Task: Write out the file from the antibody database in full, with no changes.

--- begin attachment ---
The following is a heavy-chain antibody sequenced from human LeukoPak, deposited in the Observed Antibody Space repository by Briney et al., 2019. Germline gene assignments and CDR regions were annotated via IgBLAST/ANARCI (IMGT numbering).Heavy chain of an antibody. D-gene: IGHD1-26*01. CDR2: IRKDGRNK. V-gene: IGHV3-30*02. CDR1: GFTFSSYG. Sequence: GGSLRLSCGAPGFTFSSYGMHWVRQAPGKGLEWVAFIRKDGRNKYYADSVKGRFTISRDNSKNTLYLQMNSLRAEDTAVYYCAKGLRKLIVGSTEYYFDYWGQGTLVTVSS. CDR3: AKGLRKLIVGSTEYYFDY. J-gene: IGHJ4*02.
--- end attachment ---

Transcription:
The following is a heavy-chain antibody sequenced from human LeukoPak, deposited in the Observed Antibody Space repository by Briney et al., 2019. Germline gene assignments and CDR regions were annotated via IgBLAST/ANARCI (IMGT numbering).Heavy chain of an antibody. D-gene: IGHD1-26*01. CDR2: IRKDGRNK. V-gene: IGHV3-30*02. CDR1: GFTFSSYG. Sequence: GGSLRLSCGAPGFTFSSYGMHWVRQAPGKGLEWVAFIRKDGRNKYYADSVKGRFTISRDNSKNTLYLQMNSLRAEDTAVYYCAKGLRKLIVGSTEYYFDYWGQGTLVTVSS. CDR3: AKGLRKLIVGSTEYYFDY. J-gene: IGHJ4*02.